What is PVC-free vinyl fabric?
PVC-free vinyl fabric is made from polyester: a woven canvas that can be printed and imprinted. The fabric is PVC-Free, plasticiser-free and phthalate-free, making it recyclable and significantly better for the environment than PVC.
Polyester fabric vinyl has several desirable characteristics, including colour fastness, stain resistance, high dimensional stability and a soft texture.
For example, GF 295 GraphiTex Ultra is a 240-micron polyester fabric, printable to any specification using solvent, latex and UV inks.
The smoothness and quality of the fabric make it suitable for murals, decals, and graphics for most smooth painted interior walls.
Is PVC-free vinyl permanent?
The permanence of PVC-free vinyl depends on the vinyl material, the adhesive, and ink quality. For example, you could use permanent adhesive, but if the ink isn’t rated to last, the vinyl will need replacing prematurely.
Suppose you want to offer permanent vinyl to your customers. In that case, you should offer permanent vinyl, like Vistamax PVC Free Blockout PET Vinyl and Vistamax PVC Free PP Permanent Vinyl. These products have stronger adhesives than semi-permanent varieties, making the product last significantly longer.
In addition to offering permanent media, you should use eco-solvent inks that are designed to last several years. UV-resistant inks are a good choice.
Something else to keep in mind is a guarantee. You should offer a guarantee on permanent vinyl as proof of concept, with 12-months a good starting point.
Is PVC-free vinyl recyclable?
Polyester, PP (polypropylene) and PET (polythene terephthalate) are 100% recyclable, and recycled variants of these materials have plenty of use cases.
Recycled polyester is used to make clothes and textiles, recycled PET (rPET) is used to make packaging, and recycled PP is used to make containers.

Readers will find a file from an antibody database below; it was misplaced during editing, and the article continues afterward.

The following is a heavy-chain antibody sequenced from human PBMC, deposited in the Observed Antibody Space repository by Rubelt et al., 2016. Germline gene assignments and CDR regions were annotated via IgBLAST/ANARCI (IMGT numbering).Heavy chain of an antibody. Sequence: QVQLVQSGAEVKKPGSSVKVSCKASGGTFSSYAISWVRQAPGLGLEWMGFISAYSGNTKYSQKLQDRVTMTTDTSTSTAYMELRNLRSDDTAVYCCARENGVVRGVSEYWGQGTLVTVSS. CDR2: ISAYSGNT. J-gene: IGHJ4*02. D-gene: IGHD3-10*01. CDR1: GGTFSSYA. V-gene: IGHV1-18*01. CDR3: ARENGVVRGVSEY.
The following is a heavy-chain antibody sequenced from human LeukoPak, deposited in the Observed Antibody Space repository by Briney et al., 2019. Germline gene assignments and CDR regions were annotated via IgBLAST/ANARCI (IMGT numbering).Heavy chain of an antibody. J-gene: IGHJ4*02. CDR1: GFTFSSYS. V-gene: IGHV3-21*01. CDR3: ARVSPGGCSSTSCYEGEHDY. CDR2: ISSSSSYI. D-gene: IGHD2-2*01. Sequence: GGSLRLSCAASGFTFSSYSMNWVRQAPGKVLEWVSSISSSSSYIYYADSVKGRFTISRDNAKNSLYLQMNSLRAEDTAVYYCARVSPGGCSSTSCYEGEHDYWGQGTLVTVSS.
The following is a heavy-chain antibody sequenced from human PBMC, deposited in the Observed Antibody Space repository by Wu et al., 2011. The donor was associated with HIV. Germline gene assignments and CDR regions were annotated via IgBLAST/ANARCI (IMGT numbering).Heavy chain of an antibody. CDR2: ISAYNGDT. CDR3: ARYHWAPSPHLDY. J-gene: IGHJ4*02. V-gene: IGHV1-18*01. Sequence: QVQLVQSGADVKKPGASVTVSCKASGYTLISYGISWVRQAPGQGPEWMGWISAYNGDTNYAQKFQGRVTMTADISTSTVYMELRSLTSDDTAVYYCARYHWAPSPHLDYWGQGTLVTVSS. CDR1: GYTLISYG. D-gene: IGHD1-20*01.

The most widely recycled material is PET, while the least recycled is PP, due to technical problems in recycling, including difficulty ridding PP of the smell of the product it housed and the recycled product being black or grey, limiting its use cases.
Compared to PVC, PP, PET, and polyester are more eco-friendly. While there are methods to recycle PVC, they are not found in recycling centres in the UK.
PVC-free vinyl is an excellent choice for all indoor and outdoor applications
PVC-free vinyl is no longer a poor substitute for PVC – modern substitutes made from PP, PET, and polyester have imperceptible differences in printability, quality and performance, unlocking eco-friendly indoor and outdoor applications.
As a printer or sign maker, you should be looking for new products that capture your customer’s imagination and solve problems.
PVC vinyl is cheap and effective, at the cost of the environment, while PVC-free vinyl films are cheap and effective, with significantly less impact on the environment.
Given a choice to use eco-friendly products, most businesses and consumers will go for the eco-friendly option – but they have to be given a choice.
To find out more about how PVC-free vinyl can benefit your business, contact us. We are the UK and Europe’s leading trade supplier of wide-format vinyl and printable media. You can also check out our full range of PVC-free print materials here.